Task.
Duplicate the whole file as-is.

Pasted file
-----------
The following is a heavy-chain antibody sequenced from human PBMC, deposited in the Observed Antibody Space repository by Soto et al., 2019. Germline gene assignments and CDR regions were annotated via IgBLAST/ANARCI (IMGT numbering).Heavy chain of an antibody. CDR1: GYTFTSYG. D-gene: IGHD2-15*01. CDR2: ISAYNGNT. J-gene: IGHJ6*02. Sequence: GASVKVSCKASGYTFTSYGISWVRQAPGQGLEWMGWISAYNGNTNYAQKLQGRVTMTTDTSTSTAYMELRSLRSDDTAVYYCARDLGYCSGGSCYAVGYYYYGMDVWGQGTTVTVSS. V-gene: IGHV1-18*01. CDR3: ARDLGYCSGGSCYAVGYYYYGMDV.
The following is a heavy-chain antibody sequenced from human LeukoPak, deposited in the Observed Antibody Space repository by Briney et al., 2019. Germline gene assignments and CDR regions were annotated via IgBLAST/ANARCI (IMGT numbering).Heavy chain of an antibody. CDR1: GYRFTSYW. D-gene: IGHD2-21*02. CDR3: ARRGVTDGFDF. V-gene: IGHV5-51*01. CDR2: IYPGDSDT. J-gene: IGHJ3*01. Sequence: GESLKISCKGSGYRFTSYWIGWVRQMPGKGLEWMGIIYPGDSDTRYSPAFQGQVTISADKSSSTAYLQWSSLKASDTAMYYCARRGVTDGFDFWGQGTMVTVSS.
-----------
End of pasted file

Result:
The following is a heavy-chain antibody sequenced from human PBMC, deposited in the Observed Antibody Space repository by Soto et al., 2019. Germline gene assignments and CDR regions were annotated via IgBLAST/ANARCI (IMGT numbering).Heavy chain of an antibody. CDR1: GYTFTSYG. D-gene: IGHD2-15*01. CDR2: ISAYNGNT. J-gene: IGHJ6*02. Sequence: GASVKVSCKASGYTFTSYGISWVRQAPGQGLEWMGWISAYNGNTNYAQKLQGRVTMTTDTSTSTAYMELRSLRSDDTAVYYCARDLGYCSGGSCYAVGYYYYGMDVWGQGTTVTVSS. V-gene: IGHV1-18*01. CDR3: ARDLGYCSGGSCYAVGYYYYGMDV.
The following is a heavy-chain antibody sequenced from human LeukoPak, deposited in the Observed Antibody Space repository by Briney et al., 2019. Germline gene assignments and CDR regions were annotated via IgBLAST/ANARCI (IMGT numbering).Heavy chain of an antibody. CDR1: GYRFTSYW. D-gene: IGHD2-21*02. CDR3: ARRGVTDGFDF. V-gene: IGHV5-51*01. CDR2: IYPGDSDT. J-gene: IGHJ3*01. Sequence: GESLKISCKGSGYRFTSYWIGWVRQMPGKGLEWMGIIYPGDSDTRYSPAFQGQVTISADKSSSTAYLQWSSLKASDTAMYYCARRGVTDGFDFWGQGTMVTVSS.